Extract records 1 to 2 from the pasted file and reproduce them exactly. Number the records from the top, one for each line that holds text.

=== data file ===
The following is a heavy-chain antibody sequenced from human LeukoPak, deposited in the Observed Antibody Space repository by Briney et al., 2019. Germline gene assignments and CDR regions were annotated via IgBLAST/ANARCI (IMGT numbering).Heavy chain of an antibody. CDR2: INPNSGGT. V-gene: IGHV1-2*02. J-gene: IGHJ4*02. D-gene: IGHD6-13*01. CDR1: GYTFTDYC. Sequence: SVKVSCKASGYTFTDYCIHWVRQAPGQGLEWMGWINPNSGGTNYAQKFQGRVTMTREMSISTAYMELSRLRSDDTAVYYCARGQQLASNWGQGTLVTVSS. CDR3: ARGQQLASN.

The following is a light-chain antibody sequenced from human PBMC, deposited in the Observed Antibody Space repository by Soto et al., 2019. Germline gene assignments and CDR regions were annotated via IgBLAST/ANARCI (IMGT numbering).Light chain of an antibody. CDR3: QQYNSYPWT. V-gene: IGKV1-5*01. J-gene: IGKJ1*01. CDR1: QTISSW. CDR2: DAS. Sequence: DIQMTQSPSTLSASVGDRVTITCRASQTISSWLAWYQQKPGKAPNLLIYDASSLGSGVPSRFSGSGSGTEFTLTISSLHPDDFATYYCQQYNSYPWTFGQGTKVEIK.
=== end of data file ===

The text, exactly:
The following is a heavy-chain antibody sequenced from human LeukoPak, deposited in the Observed Antibody Space repository by Briney et al., 2019. Germline gene assignments and CDR regions were annotated via IgBLAST/ANARCI (IMGT numbering).Heavy chain of an antibody. CDR2: INPNSGGT. V-gene: IGHV1-2*02. J-gene: IGHJ4*02. D-gene: IGHD6-13*01. CDR1: GYTFTDYC. Sequence: SVKVSCKASGYTFTDYCIHWVRQAPGQGLEWMGWINPNSGGTNYAQKFQGRVTMTREMSISTAYMELSRLRSDDTAVYYCARGQQLASNWGQGTLVTVSS. CDR3: ARGQQLASN.

The following is a light-chain antibody sequenced from human PBMC, deposited in the Observed Antibody Space repository by Soto et al., 2019. Germline gene assignments and CDR regions were annotated via IgBLAST/ANARCI (IMGT numbering).Light chain of an antibody. CDR3: QQYNSYPWT. V-gene: IGKV1-5*01. J-gene: IGKJ1*01. CDR1: QTISSW. CDR2: DAS. Sequence: DIQMTQSPSTLSASVGDRVTITCRASQTISSWLAWYQQKPGKAPNLLIYDASSLGSGVPSRFSGSGSGTEFTLTISSLHPDDFATYYCQQYNSYPWTFGQGTKVEIK.